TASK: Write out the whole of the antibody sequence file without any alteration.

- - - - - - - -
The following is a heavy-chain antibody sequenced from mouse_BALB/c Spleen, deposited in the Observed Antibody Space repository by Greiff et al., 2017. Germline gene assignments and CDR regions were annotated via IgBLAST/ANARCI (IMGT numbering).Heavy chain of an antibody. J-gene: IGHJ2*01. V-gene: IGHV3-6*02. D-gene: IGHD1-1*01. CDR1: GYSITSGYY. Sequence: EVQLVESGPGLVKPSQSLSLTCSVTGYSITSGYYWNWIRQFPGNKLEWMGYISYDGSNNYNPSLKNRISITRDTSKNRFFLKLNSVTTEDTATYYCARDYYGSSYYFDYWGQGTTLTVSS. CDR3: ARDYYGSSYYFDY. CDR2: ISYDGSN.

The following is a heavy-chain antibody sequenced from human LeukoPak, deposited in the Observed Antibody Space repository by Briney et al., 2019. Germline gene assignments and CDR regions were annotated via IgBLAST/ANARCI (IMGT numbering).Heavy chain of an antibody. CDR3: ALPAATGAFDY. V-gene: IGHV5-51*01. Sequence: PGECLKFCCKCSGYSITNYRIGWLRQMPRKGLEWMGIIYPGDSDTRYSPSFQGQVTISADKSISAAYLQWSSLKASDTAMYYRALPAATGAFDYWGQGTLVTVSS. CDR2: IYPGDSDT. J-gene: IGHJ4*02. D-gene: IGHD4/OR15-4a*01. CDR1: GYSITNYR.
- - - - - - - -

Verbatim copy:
The following is a heavy-chain antibody sequenced from mouse_BALB/c Spleen, deposited in the Observed Antibody Space repository by Greiff et al., 2017. Germline gene assignments and CDR regions were annotated via IgBLAST/ANARCI (IMGT numbering).Heavy chain of an antibody. J-gene: IGHJ2*01. V-gene: IGHV3-6*02. D-gene: IGHD1-1*01. CDR1: GYSITSGYY. Sequence: EVQLVESGPGLVKPSQSLSLTCSVTGYSITSGYYWNWIRQFPGNKLEWMGYISYDGSNNYNPSLKNRISITRDTSKNRFFLKLNSVTTEDTATYYCARDYYGSSYYFDYWGQGTTLTVSS. CDR3: ARDYYGSSYYFDY. CDR2: ISYDGSN.

The following is a heavy-chain antibody sequenced from human LeukoPak, deposited in the Observed Antibody Space repository by Briney et al., 2019. Germline gene assignments and CDR regions were annotated via IgBLAST/ANARCI (IMGT numbering).Heavy chain of an antibody. CDR3: ALPAATGAFDY. V-gene: IGHV5-51*01. Sequence: PGECLKFCCKCSGYSITNYRIGWLRQMPRKGLEWMGIIYPGDSDTRYSPSFQGQVTISADKSISAAYLQWSSLKASDTAMYYRALPAATGAFDYWGQGTLVTVSS. CDR2: IYPGDSDT. J-gene: IGHJ4*02. D-gene: IGHD4/OR15-4a*01. CDR1: GYSITNYR.